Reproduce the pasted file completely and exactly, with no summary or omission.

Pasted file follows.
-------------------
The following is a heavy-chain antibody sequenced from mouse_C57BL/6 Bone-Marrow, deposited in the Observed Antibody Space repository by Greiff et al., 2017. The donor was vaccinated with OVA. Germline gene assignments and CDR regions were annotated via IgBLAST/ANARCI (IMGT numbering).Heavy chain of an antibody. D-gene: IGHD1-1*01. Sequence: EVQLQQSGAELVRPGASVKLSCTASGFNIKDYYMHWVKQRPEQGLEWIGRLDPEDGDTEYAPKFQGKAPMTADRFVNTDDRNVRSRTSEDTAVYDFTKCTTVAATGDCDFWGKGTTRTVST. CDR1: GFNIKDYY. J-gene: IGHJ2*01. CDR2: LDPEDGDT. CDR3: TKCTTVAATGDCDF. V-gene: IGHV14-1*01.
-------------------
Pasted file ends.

The following is a heavy-chain antibody sequenced from mouse_C57BL/6 Bone-Marrow, deposited in the Observed Antibody Space repository by Greiff et al., 2017. The donor was vaccinated with OVA. Germline gene assignments and CDR regions were annotated via IgBLAST/ANARCI (IMGT numbering).Heavy chain of an antibody. D-gene: IGHD1-1*01. Sequence: EVQLQQSGAELVRPGASVKLSCTASGFNIKDYYMHWVKQRPEQGLEWIGRLDPEDGDTEYAPKFQGKAPMTADRFVNTDDRNVRSRTSEDTAVYDFTKCTTVAATGDCDFWGKGTTRTVST. CDR1: GFNIKDYY. J-gene: IGHJ2*01. CDR2: LDPEDGDT. CDR3: TKCTTVAATGDCDF. V-gene: IGHV14-1*01.